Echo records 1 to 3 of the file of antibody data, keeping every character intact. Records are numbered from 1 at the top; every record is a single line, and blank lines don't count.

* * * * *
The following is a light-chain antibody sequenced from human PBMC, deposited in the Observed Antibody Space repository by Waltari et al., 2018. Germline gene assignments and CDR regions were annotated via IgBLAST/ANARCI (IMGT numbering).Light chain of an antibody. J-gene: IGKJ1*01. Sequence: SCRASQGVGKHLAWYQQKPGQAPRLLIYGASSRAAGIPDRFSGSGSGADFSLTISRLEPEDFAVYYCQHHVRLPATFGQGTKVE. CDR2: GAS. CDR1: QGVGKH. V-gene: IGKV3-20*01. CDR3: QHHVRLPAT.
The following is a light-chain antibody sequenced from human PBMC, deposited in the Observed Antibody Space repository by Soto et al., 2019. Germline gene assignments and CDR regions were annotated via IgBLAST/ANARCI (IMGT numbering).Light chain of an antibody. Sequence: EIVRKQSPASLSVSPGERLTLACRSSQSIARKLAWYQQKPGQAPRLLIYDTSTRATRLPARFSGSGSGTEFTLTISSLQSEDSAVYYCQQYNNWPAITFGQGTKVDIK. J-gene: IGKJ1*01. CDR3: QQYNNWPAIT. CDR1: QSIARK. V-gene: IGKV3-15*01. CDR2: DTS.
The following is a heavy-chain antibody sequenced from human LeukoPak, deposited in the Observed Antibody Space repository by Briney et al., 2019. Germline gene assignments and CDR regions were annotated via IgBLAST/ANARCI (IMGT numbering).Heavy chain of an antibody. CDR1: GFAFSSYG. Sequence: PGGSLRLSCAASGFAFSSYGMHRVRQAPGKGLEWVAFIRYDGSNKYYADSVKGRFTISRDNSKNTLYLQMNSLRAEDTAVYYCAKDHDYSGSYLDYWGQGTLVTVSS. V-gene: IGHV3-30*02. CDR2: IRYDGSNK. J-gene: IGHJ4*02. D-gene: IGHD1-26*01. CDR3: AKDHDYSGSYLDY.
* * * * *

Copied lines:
The following is a light-chain antibody sequenced from human PBMC, deposited in the Observed Antibody Space repository by Waltari et al., 2018. Germline gene assignments and CDR regions were annotated via IgBLAST/ANARCI (IMGT numbering).Light chain of an antibody. J-gene: IGKJ1*01. Sequence: SCRASQGVGKHLAWYQQKPGQAPRLLIYGASSRAAGIPDRFSGSGSGADFSLTISRLEPEDFAVYYCQHHVRLPATFGQGTKVE. CDR2: GAS. CDR1: QGVGKH. V-gene: IGKV3-20*01. CDR3: QHHVRLPAT.
The following is a light-chain antibody sequenced from human PBMC, deposited in the Observed Antibody Space repository by Soto et al., 2019. Germline gene assignments and CDR regions were annotated via IgBLAST/ANARCI (IMGT numbering).Light chain of an antibody. Sequence: EIVRKQSPASLSVSPGERLTLACRSSQSIARKLAWYQQKPGQAPRLLIYDTSTRATRLPARFSGSGSGTEFTLTISSLQSEDSAVYYCQQYNNWPAITFGQGTKVDIK. J-gene: IGKJ1*01. CDR3: QQYNNWPAIT. CDR1: QSIARK. V-gene: IGKV3-15*01. CDR2: DTS.
The following is a heavy-chain antibody sequenced from human LeukoPak, deposited in the Observed Antibody Space repository by Briney et al., 2019. Germline gene assignments and CDR regions were annotated via IgBLAST/ANARCI (IMGT numbering).Heavy chain of an antibody. CDR1: GFAFSSYG. Sequence: PGGSLRLSCAASGFAFSSYGMHRVRQAPGKGLEWVAFIRYDGSNKYYADSVKGRFTISRDNSKNTLYLQMNSLRAEDTAVYYCAKDHDYSGSYLDYWGQGTLVTVSS. V-gene: IGHV3-30*02. CDR2: IRYDGSNK. J-gene: IGHJ4*02. D-gene: IGHD1-26*01. CDR3: AKDHDYSGSYLDY.